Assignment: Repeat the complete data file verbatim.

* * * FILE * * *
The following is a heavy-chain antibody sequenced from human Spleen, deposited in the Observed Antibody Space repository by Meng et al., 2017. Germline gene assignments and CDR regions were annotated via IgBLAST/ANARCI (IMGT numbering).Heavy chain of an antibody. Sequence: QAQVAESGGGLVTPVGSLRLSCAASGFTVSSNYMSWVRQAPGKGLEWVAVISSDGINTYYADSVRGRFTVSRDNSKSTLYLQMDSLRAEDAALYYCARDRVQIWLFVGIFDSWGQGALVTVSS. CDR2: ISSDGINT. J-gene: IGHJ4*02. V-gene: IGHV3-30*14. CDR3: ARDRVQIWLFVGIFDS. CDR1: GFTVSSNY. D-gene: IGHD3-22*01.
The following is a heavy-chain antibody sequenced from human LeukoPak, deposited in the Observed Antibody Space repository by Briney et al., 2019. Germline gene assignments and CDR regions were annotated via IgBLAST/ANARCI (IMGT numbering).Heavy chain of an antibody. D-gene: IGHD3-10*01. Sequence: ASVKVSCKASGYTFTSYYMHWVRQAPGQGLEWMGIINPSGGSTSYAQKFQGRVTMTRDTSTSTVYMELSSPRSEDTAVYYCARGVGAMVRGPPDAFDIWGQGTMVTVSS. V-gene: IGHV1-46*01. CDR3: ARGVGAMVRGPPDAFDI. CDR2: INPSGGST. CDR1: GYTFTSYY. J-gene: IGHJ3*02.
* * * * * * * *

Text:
The following is a heavy-chain antibody sequenced from human Spleen, deposited in the Observed Antibody Space repository by Meng et al., 2017. Germline gene assignments and CDR regions were annotated via IgBLAST/ANARCI (IMGT numbering).Heavy chain of an antibody. Sequence: QAQVAESGGGLVTPVGSLRLSCAASGFTVSSNYMSWVRQAPGKGLEWVAVISSDGINTYYADSVRGRFTVSRDNSKSTLYLQMDSLRAEDAALYYCARDRVQIWLFVGIFDSWGQGALVTVSS. CDR2: ISSDGINT. J-gene: IGHJ4*02. V-gene: IGHV3-30*14. CDR3: ARDRVQIWLFVGIFDS. CDR1: GFTVSSNY. D-gene: IGHD3-22*01.
The following is a heavy-chain antibody sequenced from human LeukoPak, deposited in the Observed Antibody Space repository by Briney et al., 2019. Germline gene assignments and CDR regions were annotated via IgBLAST/ANARCI (IMGT numbering).Heavy chain of an antibody. D-gene: IGHD3-10*01. Sequence: ASVKVSCKASGYTFTSYYMHWVRQAPGQGLEWMGIINPSGGSTSYAQKFQGRVTMTRDTSTSTVYMELSSPRSEDTAVYYCARGVGAMVRGPPDAFDIWGQGTMVTVSS. V-gene: IGHV1-46*01. CDR3: ARGVGAMVRGPPDAFDI. CDR2: INPSGGST. CDR1: GYTFTSYY. J-gene: IGHJ3*02.